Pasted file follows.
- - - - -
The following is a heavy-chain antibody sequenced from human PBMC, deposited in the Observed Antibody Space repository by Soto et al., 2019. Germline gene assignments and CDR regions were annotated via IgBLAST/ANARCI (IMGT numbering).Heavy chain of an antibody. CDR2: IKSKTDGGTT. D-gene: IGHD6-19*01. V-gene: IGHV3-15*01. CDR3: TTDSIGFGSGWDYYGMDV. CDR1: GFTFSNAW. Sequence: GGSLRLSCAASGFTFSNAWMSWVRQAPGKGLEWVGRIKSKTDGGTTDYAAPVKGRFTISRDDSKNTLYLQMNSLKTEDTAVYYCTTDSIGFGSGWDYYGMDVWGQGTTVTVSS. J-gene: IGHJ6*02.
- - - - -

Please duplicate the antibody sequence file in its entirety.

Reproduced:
The following is a heavy-chain antibody sequenced from human PBMC, deposited in the Observed Antibody Space repository by Soto et al., 2019. Germline gene assignments and CDR regions were annotated via IgBLAST/ANARCI (IMGT numbering).Heavy chain of an antibody. CDR2: IKSKTDGGTT. D-gene: IGHD6-19*01. V-gene: IGHV3-15*01. CDR3: TTDSIGFGSGWDYYGMDV. CDR1: GFTFSNAW. Sequence: GGSLRLSCAASGFTFSNAWMSWVRQAPGKGLEWVGRIKSKTDGGTTDYAAPVKGRFTISRDDSKNTLYLQMNSLKTEDTAVYYCTTDSIGFGSGWDYYGMDVWGQGTTVTVSS. J-gene: IGHJ6*02.